Ntoya Sande is 15 and lives in Kachaso village, Nsanje district, Malawi. She was married at 13 to Sande Chimkangu, who was 19 at the time. They have a one year old daughter, Silika Sande. He paid her parents MWK 25,000 ($34) and 50 kg of sugar. Their crops were destroyed by the flooding which swamped the district in 2015.
“I used to stay with my parents, but my parents are very poor so they didn’t manage to send me to school. So I was just staying at home with them. My parents were not working, but they used to have a small piece of land. But the floods took all our harvest.
“After that, we were fetching some firewood in the forest and selling it. Depending on what we managed to sell, we were able to buy some maize, which we would use to make porridge.
“My husband went to my home to ask for my hand in marriage. My parents were the ones who accepted. I wasn’t thinking about getting married at that age.
“I met my husband when he came to ask for my hand in marriage. I didn’t know him before. When I saw him asking for my hand, I was not all that happy because I was seeing him for the first time.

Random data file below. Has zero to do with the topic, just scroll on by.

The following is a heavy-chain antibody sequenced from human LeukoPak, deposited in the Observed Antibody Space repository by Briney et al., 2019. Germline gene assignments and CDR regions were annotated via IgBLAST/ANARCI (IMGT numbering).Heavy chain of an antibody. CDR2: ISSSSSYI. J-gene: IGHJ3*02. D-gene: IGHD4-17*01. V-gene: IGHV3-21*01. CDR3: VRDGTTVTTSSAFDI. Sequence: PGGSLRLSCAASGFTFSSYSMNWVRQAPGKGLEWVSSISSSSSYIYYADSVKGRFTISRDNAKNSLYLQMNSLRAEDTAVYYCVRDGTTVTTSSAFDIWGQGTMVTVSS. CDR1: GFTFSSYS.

“I tried to negotiate, to tell my parents that I wasn’t ready, that I didn’t want to get married, but they told me that I had to because that would mean one mouth less at a table.
“I had to get married because they didn’t have enough to feed the whole family, I was sent to be married because of shortage of food in the house. Otherwise they would have waited. That’s what I believe.
“Before an aunt talked to me. I was told I had to have sex. I managed to sleep with my husband the very first day when we got married.
“Every day, when the day breaks, I go fetching for firewood. Sometimes my husband comes with me. Then we sell it. With the money we get from what we sell, we buy food.
“At times when we sell a lot of firewood, we buy maize and we prepare porridge, and if we have enough money, we also buy sweet potato, and in other situations we buy nyemba beans.
“Sometimes we only eat once a day, only in the afternoon, sometime we eat twice in the afternoon.
“It’s almost the same. We were struggling. Now that I am married, I am also struggling.”